Improve Your Business Email Writing Skills: How to Build Rapport through Email

January 10, 2011

In a face-to-face scenario, it’s easier to build personal rapport because a real person can be seen and heard. It’s also easier to communicate over the telephone because you can hear the tone of the voice used without having to see the person at the other end of the conversation.

But on email, you don’t have either of these advantages, so it’s important to learn writing techniques that can help you create rapport with your readers, customers and colleagues.

Here are some email writing techniques you can use.

Engage your reader by using positive affirmations

In general, everyone loves reading messages that bring a smile to their faces. With this rule in mind, always be warm and friendly in your opening. Use positive affirmations where appropriate.

Here are some examples:

  • Thank you for taking the time to meet up with us earlier this afternoon. It gave us a good opportunity to learn more about the new project.
  • Thanks for calling me today. It was nice of you to clarify this issue with me personally.
  • I’m so happy to hear this good news from you! You’ve worked really hard the past few months and I think you deserved to win the “Best Staff of the Month” award. Congratulations!

Be personal, write with emotion and empathy

Emotive and sensory words add texture and dimension to every message that you write. But most people (office managers especially) are so keen to get straight to the point that they often sound rude, authoritative and even offensive.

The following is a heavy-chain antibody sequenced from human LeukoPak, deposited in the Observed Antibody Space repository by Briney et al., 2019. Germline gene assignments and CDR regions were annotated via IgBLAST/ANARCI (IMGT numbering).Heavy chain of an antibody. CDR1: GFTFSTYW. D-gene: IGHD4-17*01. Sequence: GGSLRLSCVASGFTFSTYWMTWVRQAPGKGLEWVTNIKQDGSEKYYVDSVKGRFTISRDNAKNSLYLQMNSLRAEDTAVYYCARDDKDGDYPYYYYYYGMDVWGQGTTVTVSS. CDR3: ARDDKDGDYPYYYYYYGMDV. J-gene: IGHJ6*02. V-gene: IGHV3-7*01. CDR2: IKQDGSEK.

Remember that people typically respond better to positive language and messages that sound personal. For example:

  • Let me know what are some of the questions you have. I’ll help you sort out this problem.
  • I appreciate your understanding in trying to resolve this issue.
  • I hope I can help you solve this problem very soon.
  • I understand your concern. I’m always here to help. Please call me.
  • What are some of your concerns? I’ll be most happy to help you out.
All these topics and more are also covered in the QuickStart Copywriter ebook.

Supercharge your sales writing skills in 7 days! Click here to get started!

Find this blog post helpful? Buy me coffee or send me a tip!

Like This!

Add to FacebookAdd to DiggAdd to Del.icio.usAdd to StumbleuponAdd to RedditAdd to BlinklistAdd to TwitterAdd to TechnoratiAdd to Yahoo BuzzAdd to Newsvine

Advertisements


How to Write Better Emails: Avoid Unnecessary, Old-Fashioned Phrases!

March 4, 2010

Business language has changed. But unfortunately, not many people realize that!

Take a look at this email I received a few days ago:

Dear Sir,

Enclosed herewith is the letter as per your request.

Please revert back to us if you may need any further information to support the membership application.  We will do our best to assist.

Cheers

If the tone of the email sounds familiar, that’s because everyone else is using it! Open up your inbox and I guarantee you’ll find emails that are riddled with stuffy, centuries-old expressions like “I am pleased”, “As per your request” and “Enclosed herewith”, among others. Unnecessary, long-winded phrases such as those dilute the meaning behind your messages and lead to confusion.

So if I were to re-write the above email in the style and tone of today’s writing, I’d say:

Hi Marc!

Here’s the letter you requested.

If you need more information to support the membership application, please me know.

I’ll do my best to help.

Cheers

See the difference?

On print, the word count of the email is now shorter and the messages are easier to read. When read out loud, the tone of the email sounds more natural and relaxed. So if you want to capture the interest of your readers – some of whom I believe could be important business clients – you have to keep your emails concise, focused and personal. It also leaves a better impression on your readers!


Supercharge your sales writing skills in 7 days! Click here to get started!

Find this blog post helpful? Buy me coffee or send me a tip!

Add to FacebookAdd to DiggAdd to Del.icio.usAdd to StumbleuponAdd to RedditAdd to BlinklistAdd to TwitterAdd to TechnoratiAdd to Yahoo BuzzAdd to Newsvine